Yesterday (20 April 2023), the Court of Justice delivered its judgment on the case No C-291/21, Starkinvest srl.
The Court was asked by the enforcement judge at the Court of First Instance, Liège, Belgium, to interpret Art 7 of regulation (EU) No 655/2014, i.e. the rule that lays down the conditions for issuing a European account preservation order.
Indeed, in the dispute in the main proceedings, Starkinvest, after having obtained a judgement ordering the defendants (Soft Paris and Soft Paris Parties) to cease all sales of their goods and services under the word mark Soft Paris in the Benelux countries, subject to a penalty payment of € 2 500 per breach, applied to the Court of First Instance of Liège for a European account preservation order.
The referring Court, having doubts whether the judgment obtained constitutes a judgment within the meaning of Regulation No 655/2014 referred the following questions to the Court of Justice for a preliminary ruling: “Does a judgment which has been served, ordering a party to make a penalty payment in the event of breach of a prohibitory order, constitute a judgment requiring the debtor to pay the creditor’s claim within the meaning of Article 7(2) of Regulation No 655/2014? Does a judgment ordering a party to make a penalty payment, although enforceable in the country of origin, fall within the meaning of ʻjudgmentʼ in Article 4 of Regulation No 655/2014 where there has been no final determination of the amount in accordance with Article 55 of Regulation (EU) No 1215/2012?”.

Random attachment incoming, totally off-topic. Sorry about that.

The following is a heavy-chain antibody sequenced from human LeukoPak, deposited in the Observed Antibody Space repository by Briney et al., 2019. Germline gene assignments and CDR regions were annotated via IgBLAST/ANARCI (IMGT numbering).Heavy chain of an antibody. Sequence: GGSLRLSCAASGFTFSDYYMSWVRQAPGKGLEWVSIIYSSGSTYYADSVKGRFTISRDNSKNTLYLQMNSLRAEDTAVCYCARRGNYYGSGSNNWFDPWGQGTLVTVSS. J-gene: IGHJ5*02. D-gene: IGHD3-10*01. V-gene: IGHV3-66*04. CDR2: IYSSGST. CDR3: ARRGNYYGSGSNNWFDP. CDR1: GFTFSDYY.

In the decision, the Court of Justice stated that Art 7(2) of Regulation No 655/2014 must be interpreted “as meaning that a judgment that orders a debtor to make a penalty payment in the event of a future breach of a prohibitory order and that therefore does not definitively set the amount of that penalty payment does not constitute a judgment requiring the debtor to pay the creditor’s claim, within the meaning of that provision, such that the creditor who requests a European Account Preservation Order is not exempt from the obligation to provide sufficient evidence to satisfy the court before which an application for that order is brought that he or she is likely to succeed on the substance of his or her claim against the debtor”.
On Regulation No 655/2014, the readers of RDIPP may refer to:
Lidia Sandrini, 2017, No 2, 283 ff.
Moreover, see, in our Book Series:
Francesca C. Villata (ed), Book No 86.